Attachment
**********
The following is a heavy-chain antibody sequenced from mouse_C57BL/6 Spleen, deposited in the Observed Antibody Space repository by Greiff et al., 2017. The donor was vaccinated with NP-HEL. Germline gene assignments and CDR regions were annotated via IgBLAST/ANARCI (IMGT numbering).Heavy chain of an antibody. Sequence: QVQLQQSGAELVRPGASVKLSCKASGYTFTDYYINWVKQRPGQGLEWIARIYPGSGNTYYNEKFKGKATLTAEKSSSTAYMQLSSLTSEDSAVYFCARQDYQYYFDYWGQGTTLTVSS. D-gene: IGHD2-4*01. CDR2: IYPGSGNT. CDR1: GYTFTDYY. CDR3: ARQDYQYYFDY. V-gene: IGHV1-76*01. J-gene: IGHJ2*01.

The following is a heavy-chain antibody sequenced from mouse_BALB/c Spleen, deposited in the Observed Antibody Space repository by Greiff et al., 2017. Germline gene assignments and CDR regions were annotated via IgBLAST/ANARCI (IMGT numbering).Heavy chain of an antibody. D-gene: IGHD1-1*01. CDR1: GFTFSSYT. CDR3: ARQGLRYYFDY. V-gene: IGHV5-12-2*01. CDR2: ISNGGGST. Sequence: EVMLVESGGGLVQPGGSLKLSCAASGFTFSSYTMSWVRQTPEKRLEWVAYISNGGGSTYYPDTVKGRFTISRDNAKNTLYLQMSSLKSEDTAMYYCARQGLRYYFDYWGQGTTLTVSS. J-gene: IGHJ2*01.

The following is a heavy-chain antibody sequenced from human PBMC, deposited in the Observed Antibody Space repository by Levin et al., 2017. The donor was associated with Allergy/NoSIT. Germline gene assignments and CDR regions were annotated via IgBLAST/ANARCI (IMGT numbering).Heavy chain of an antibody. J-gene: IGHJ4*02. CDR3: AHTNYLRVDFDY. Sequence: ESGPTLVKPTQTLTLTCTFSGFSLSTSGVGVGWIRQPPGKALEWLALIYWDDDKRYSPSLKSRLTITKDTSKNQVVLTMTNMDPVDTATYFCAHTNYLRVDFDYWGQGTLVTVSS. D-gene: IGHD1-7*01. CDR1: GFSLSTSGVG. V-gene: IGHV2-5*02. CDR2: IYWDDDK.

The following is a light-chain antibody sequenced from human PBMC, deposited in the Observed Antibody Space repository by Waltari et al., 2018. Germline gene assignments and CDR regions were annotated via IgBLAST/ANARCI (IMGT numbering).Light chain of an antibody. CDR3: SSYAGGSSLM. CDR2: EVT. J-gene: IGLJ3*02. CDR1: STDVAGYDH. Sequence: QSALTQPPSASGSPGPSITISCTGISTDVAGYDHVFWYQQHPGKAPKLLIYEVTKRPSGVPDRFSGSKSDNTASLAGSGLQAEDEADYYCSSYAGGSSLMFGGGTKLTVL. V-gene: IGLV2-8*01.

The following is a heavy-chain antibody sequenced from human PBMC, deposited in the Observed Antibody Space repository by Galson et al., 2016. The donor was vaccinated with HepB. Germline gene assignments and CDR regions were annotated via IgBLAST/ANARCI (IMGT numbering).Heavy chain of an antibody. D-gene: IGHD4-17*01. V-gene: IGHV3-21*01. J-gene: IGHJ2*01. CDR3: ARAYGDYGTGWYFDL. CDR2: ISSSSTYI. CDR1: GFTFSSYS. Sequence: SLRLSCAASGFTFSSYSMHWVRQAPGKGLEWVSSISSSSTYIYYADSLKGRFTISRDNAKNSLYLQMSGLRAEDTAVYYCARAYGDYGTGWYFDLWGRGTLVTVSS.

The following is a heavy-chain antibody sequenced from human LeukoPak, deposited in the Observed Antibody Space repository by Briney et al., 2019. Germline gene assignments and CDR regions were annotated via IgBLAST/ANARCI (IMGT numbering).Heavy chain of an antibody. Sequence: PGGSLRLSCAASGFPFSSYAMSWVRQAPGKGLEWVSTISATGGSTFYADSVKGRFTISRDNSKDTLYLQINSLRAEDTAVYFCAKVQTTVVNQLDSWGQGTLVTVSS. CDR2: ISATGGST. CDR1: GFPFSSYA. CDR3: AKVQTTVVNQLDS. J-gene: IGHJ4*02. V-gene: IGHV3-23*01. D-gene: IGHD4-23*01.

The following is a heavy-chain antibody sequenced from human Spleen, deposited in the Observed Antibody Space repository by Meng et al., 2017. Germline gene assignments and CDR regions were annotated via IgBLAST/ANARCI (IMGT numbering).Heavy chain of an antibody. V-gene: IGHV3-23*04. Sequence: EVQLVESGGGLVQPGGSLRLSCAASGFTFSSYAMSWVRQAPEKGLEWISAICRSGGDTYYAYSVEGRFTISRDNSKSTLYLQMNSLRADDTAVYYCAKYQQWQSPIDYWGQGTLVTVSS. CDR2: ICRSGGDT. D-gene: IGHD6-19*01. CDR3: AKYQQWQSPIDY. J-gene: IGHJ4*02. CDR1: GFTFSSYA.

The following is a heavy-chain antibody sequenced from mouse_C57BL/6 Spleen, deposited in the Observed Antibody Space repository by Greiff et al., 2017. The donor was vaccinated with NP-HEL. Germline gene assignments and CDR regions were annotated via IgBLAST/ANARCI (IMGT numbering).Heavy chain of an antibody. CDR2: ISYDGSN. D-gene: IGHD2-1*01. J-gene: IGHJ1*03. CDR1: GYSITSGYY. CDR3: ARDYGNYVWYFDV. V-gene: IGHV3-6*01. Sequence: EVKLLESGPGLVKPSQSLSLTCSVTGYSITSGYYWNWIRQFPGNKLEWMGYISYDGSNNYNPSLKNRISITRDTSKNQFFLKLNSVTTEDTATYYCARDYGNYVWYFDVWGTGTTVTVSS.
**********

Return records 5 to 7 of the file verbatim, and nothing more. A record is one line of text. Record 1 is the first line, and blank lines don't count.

The following is a heavy-chain antibody sequenced from human PBMC, deposited in the Observed Antibody Space repository by Galson et al., 2016. The donor was vaccinated with HepB. Germline gene assignments and CDR regions were annotated via IgBLAST/ANARCI (IMGT numbering).Heavy chain of an antibody. D-gene: IGHD4-17*01. V-gene: IGHV3-21*01. J-gene: IGHJ2*01. CDR3: ARAYGDYGTGWYFDL. CDR2: ISSSSTYI. CDR1: GFTFSSYS. Sequence: SLRLSCAASGFTFSSYSMHWVRQAPGKGLEWVSSISSSSTYIYYADSLKGRFTISRDNAKNSLYLQMSGLRAEDTAVYYCARAYGDYGTGWYFDLWGRGTLVTVSS.

The following is a heavy-chain antibody sequenced from human LeukoPak, deposited in the Observed Antibody Space repository by Briney et al., 2019. Germline gene assignments and CDR regions were annotated via IgBLAST/ANARCI (IMGT numbering).Heavy chain of an antibody. Sequence: PGGSLRLSCAASGFPFSSYAMSWVRQAPGKGLEWVSTISATGGSTFYADSVKGRFTISRDNSKDTLYLQINSLRAEDTAVYFCAKVQTTVVNQLDSWGQGTLVTVSS. CDR2: ISATGGST. CDR1: GFPFSSYA. CDR3: AKVQTTVVNQLDS. J-gene: IGHJ4*02. V-gene: IGHV3-23*01. D-gene: IGHD4-23*01.

The following is a heavy-chain antibody sequenced from human Spleen, deposited in the Observed Antibody Space repository by Meng et al., 2017. Germline gene assignments and CDR regions were annotated via IgBLAST/ANARCI (IMGT numbering).Heavy chain of an antibody. V-gene: IGHV3-23*04. Sequence: EVQLVESGGGLVQPGGSLRLSCAASGFTFSSYAMSWVRQAPEKGLEWISAICRSGGDTYYAYSVEGRFTISRDNSKSTLYLQMNSLRADDTAVYYCAKYQQWQSPIDYWGQGTLVTVSS. CDR2: ICRSGGDT. D-gene: IGHD6-19*01. CDR3: AKYQQWQSPIDY. J-gene: IGHJ4*02. CDR1: GFTFSSYA.